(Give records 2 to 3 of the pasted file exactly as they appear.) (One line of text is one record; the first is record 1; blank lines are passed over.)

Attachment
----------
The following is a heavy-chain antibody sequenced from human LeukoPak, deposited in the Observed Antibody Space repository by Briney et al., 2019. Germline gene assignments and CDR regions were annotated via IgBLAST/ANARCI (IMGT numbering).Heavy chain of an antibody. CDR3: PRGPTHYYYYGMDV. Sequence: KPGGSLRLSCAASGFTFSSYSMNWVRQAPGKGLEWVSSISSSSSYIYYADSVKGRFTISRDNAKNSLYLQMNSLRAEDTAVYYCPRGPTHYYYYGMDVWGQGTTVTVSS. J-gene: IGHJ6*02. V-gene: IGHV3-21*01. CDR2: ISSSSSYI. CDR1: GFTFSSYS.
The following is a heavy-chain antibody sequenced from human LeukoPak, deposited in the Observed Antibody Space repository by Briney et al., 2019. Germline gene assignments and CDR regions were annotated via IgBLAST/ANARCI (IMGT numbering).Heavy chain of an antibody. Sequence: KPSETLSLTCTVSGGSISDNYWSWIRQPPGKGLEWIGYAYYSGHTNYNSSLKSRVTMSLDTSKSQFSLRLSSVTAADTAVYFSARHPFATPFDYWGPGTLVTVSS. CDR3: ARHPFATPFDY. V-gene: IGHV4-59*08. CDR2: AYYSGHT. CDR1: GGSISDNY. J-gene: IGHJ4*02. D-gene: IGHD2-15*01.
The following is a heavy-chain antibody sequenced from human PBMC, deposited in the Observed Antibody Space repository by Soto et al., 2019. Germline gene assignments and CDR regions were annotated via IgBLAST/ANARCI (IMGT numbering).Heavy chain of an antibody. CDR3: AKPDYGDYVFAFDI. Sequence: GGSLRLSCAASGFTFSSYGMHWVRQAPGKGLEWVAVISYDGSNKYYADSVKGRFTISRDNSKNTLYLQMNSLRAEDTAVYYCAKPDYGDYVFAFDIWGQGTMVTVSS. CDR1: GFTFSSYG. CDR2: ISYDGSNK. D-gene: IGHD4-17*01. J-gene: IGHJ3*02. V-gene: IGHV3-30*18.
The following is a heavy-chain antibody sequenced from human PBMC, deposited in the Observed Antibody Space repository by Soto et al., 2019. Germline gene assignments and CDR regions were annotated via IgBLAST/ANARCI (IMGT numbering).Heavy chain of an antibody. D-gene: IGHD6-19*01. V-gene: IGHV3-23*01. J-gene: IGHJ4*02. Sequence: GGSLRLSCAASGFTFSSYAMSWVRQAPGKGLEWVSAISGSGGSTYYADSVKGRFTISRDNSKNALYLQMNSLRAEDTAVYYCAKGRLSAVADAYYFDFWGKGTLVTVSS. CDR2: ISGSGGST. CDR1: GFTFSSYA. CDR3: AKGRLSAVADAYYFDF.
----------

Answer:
The following is a heavy-chain antibody sequenced from human LeukoPak, deposited in the Observed Antibody Space repository by Briney et al., 2019. Germline gene assignments and CDR regions were annotated via IgBLAST/ANARCI (IMGT numbering).Heavy chain of an antibody. Sequence: KPSETLSLTCTVSGGSISDNYWSWIRQPPGKGLEWIGYAYYSGHTNYNSSLKSRVTMSLDTSKSQFSLRLSSVTAADTAVYFSARHPFATPFDYWGPGTLVTVSS. CDR3: ARHPFATPFDY. V-gene: IGHV4-59*08. CDR2: AYYSGHT. CDR1: GGSISDNY. J-gene: IGHJ4*02. D-gene: IGHD2-15*01.
The following is a heavy-chain antibody sequenced from human PBMC, deposited in the Observed Antibody Space repository by Soto et al., 2019. Germline gene assignments and CDR regions were annotated via IgBLAST/ANARCI (IMGT numbering).Heavy chain of an antibody. CDR3: AKPDYGDYVFAFDI. Sequence: GGSLRLSCAASGFTFSSYGMHWVRQAPGKGLEWVAVISYDGSNKYYADSVKGRFTISRDNSKNTLYLQMNSLRAEDTAVYYCAKPDYGDYVFAFDIWGQGTMVTVSS. CDR1: GFTFSSYG. CDR2: ISYDGSNK. D-gene: IGHD4-17*01. J-gene: IGHJ3*02. V-gene: IGHV3-30*18.